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UFC 155: Brad Pickett in Brief

We take a brief look at Brad Pickett and his interesting striking techniques and flaws.

Esther Lin / MMA Fighting

It's almost event time for UFC 155 but while there's still a few hours to waste (unless you're reading Killing the King: Junior dos Santos or Cain Velasquez: Easy to Hit again) I want to take a look at one of the exciting lighter weight fighters who will also be appearing on the card, Brad Pickett. Pickett will be meeting the solid striking and all around game of Eddie Wineland. Today we'll take a brief look at some of the quirks of Pickett's game.

The first thing to notice about Brad Pickett is that he is a fighter with a short reach among many longer, skinnier men at bantamweight. As such, much of his punching game must involve punching at close range and he doesn't jab often in his fights - at least not to any effect. The standard Pickett gameplan is to walk towards his opponent, duck their punches and come up swinging with right hooks and occasional left hooks. This is pretty evident in all of Pickett's bouts and his most recent performance against Yves Jabouin was no different - every time Jabouin engaged with his hands, Picket ducked and swung back - forcing Yves back on the defensive.


After Pickett had established the right hook as a constant threat and realized that Yves would always duck away from the punch and take his head low behind his shoulder, Pickett used the opportunity to fake an attack with his head movement and come in with an uppercut. This was the punch that put Jabouin to sleep.Bp_1_medium

This is a really simple set up that doesn't take a great deal of skill to master - just a bit of power to get the opponent over compensating against the swinging hooks. Urijah Faber performed the exact same set up on Brian Bowles, and in the boxing world the crafty Naseem Hamed used it to pick up his IBF featherweight strap from Tom Johnson. Wind to 9:20 to see the knockout, or enjoy the entire video and notice how Hamed is always springing out to the side of his opponents.

Of course Brad Pickett isn't Naseem Hamed, and Naseem Hamed never had to contend with kicks and knees which have by far been the biggest foil to Pickett's punching game. The major hazard of Pickett's crouched stance and use of ducking head movement while on offense is that while his opponents might be reluctant to kick as he pressures them (kicking while moving backward is inviting a takedown - watch Fedor Emelienenko completely shut down Cro Cop's kicking game with pressure alone to see that in action) they are more than happy to throw up a knee whenever he ducks in. Below Yves Jabouin catches Pickett stepping in, and Renan Barao gets Pickett slipping deep against the jab, then throws the knee to meet Pickett's dip.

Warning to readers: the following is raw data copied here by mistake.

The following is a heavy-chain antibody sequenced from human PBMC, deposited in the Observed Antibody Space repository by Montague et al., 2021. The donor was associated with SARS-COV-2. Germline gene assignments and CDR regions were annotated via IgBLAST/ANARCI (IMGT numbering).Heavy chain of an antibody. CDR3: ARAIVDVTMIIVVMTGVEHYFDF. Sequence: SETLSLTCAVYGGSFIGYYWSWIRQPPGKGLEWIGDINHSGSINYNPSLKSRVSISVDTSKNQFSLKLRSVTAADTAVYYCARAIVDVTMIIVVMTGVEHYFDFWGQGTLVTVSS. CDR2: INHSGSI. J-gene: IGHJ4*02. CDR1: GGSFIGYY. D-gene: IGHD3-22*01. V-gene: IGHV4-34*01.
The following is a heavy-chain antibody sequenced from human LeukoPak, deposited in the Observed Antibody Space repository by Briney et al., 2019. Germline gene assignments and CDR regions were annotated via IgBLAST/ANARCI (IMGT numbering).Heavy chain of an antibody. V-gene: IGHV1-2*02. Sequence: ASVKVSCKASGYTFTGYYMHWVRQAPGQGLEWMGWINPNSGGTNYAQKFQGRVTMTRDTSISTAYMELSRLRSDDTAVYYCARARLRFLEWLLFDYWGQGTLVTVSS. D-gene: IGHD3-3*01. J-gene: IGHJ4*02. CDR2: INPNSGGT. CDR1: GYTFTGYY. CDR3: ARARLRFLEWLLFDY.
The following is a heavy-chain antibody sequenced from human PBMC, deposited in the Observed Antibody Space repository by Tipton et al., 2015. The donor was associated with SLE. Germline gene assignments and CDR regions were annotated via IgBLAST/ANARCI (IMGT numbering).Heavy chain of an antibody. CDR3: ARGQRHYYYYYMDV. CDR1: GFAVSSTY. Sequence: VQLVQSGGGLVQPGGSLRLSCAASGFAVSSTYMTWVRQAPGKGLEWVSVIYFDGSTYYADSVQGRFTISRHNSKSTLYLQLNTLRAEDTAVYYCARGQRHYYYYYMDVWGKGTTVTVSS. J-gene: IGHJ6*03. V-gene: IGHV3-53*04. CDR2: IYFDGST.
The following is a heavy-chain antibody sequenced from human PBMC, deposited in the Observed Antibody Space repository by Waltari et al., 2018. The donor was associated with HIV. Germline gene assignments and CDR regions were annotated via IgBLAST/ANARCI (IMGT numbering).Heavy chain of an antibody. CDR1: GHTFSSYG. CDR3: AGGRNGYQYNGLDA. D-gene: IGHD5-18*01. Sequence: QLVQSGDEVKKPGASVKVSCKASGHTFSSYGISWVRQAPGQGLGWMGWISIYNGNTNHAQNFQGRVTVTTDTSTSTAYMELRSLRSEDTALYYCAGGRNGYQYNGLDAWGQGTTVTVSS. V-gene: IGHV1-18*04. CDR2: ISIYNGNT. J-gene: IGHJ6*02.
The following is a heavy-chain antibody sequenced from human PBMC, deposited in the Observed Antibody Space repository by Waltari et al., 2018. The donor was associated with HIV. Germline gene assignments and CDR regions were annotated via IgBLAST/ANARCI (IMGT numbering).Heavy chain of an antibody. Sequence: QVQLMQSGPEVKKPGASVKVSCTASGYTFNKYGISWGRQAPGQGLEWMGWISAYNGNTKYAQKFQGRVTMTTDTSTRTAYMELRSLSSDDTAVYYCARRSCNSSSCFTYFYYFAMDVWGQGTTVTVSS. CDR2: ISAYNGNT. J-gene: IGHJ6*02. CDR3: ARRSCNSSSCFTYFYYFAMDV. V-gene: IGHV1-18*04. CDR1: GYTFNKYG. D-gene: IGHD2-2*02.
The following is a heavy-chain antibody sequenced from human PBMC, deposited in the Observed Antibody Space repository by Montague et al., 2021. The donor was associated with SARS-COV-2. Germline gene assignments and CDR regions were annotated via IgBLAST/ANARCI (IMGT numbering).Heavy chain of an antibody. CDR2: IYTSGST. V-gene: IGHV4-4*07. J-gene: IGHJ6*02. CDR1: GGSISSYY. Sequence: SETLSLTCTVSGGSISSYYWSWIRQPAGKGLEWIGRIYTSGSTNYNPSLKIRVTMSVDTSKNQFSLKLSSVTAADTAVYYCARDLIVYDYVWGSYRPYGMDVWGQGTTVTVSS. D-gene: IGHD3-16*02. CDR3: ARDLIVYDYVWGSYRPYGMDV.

Pickett has an excellent chin - as evidenced by the fact that after taking Jabouin's knee he went on to win the fight - but strikes like these are not great for a fighter's career longevity. While Jabouin didn't follow up, Barao was able to rattle off four or five unanswered shots where his sloppy defense in combinations had made him hesitant to engage Pickett in drawn out exchanges for most of the match.

Aside from eating knees on the way in - if an opponent can get to a reasonable distance from Pickett and begin kicking he is forced to stand upright. From here he often tries to catch kicks or parry them in the scooping Thai style in an attempt to turn his opponent's back but he is rarely successful with this. When he is busy checking and attempting to parry kicks, Pickett's head movement disappears and he becomes a much easier target. Even on offense he stands more upright if the threat of the kick is obvious. Against Renan Barao, Pickett forgot himself and charged in bolt upright onto a jab, then resumed moving his head just in time to eat the aforementioned knee strike in the next exchange.


What intrigues me about Pickett's match at UFC 155 is that Eddie Wineland has shown to love his jab and counter jab. In his bout against Scott Jorgensen, Wineland was able to simply pop his jab in Scott's face every time Jorgensen approached.


If he attempts the same sort of jabbing against Pickett he might very well play into the only game that Pickett has on the feet - ducking the jab and coming up swinging. Eddie Wineland met Urijah Faber just before the latter completed his transformation into a one dimensional striker (only swinging his right hook in every engagement), but Urijah's counter right hook troubled Eddie several times in the bout. When Eddie jabbed, Urijah would slip it and come over the top with a right hook.


Notice that Eddie Wineland circles to his left, pumping the jab. Urijah slips to the inside of the jab and lands a cracking right swing over the top. Counter hooks are Brad Pickett's modus operandi as well.

While I don't make predictions because there are far too many factors at play in mixed martial arts competition, it seems like this could be Eddie Wineland's match to lose. He could insist on trying to prove that his hands are better than Pickett's - and risk getting dropped or finished in the process - or he could use fakes to make Pickett duck onto hard knee strikes, and kicks to make Pickett stand up and become a far easier target for punches. With just a few hours to wait I'm pretty excited to see this bout unfold.

Learn the techniques and strategies of effective striking in Jack Slack's BRAND NEW ebook: Elementary Striking.


20 of the world's top strikers from boxing, kickboxing and MMA have their techniques dissected in Jack Slack's first ebook, Advanced Striking.

Jack can be found on Twitter, Facebook and at his blog; Fights Gone By.

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